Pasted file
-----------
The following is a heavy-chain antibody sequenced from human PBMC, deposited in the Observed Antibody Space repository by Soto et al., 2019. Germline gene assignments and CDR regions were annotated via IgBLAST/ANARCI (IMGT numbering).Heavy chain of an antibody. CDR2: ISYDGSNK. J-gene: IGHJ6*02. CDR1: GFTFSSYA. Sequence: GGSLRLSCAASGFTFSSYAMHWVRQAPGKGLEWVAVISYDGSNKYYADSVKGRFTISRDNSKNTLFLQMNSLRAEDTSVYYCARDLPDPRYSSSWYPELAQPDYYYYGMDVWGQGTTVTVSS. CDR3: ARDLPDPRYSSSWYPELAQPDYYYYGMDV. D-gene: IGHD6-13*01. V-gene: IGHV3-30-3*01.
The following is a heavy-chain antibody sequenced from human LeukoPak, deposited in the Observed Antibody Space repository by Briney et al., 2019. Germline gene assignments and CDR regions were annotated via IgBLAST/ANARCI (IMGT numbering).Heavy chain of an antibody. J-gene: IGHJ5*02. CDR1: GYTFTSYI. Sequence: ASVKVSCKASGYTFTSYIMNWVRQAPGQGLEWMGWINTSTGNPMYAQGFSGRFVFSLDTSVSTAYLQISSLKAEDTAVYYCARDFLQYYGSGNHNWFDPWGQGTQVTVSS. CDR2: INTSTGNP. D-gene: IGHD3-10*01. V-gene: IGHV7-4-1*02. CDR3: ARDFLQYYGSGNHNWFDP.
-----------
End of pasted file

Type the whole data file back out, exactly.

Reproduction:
The following is a heavy-chain antibody sequenced from human PBMC, deposited in the Observed Antibody Space repository by Soto et al., 2019. Germline gene assignments and CDR regions were annotated via IgBLAST/ANARCI (IMGT numbering).Heavy chain of an antibody. CDR2: ISYDGSNK. J-gene: IGHJ6*02. CDR1: GFTFSSYA. Sequence: GGSLRLSCAASGFTFSSYAMHWVRQAPGKGLEWVAVISYDGSNKYYADSVKGRFTISRDNSKNTLFLQMNSLRAEDTSVYYCARDLPDPRYSSSWYPELAQPDYYYYGMDVWGQGTTVTVSS. CDR3: ARDLPDPRYSSSWYPELAQPDYYYYGMDV. D-gene: IGHD6-13*01. V-gene: IGHV3-30-3*01.
The following is a heavy-chain antibody sequenced from human LeukoPak, deposited in the Observed Antibody Space repository by Briney et al., 2019. Germline gene assignments and CDR regions were annotated via IgBLAST/ANARCI (IMGT numbering).Heavy chain of an antibody. J-gene: IGHJ5*02. CDR1: GYTFTSYI. Sequence: ASVKVSCKASGYTFTSYIMNWVRQAPGQGLEWMGWINTSTGNPMYAQGFSGRFVFSLDTSVSTAYLQISSLKAEDTAVYYCARDFLQYYGSGNHNWFDPWGQGTQVTVSS. CDR2: INTSTGNP. D-gene: IGHD3-10*01. V-gene: IGHV7-4-1*02. CDR3: ARDFLQYYGSGNHNWFDP.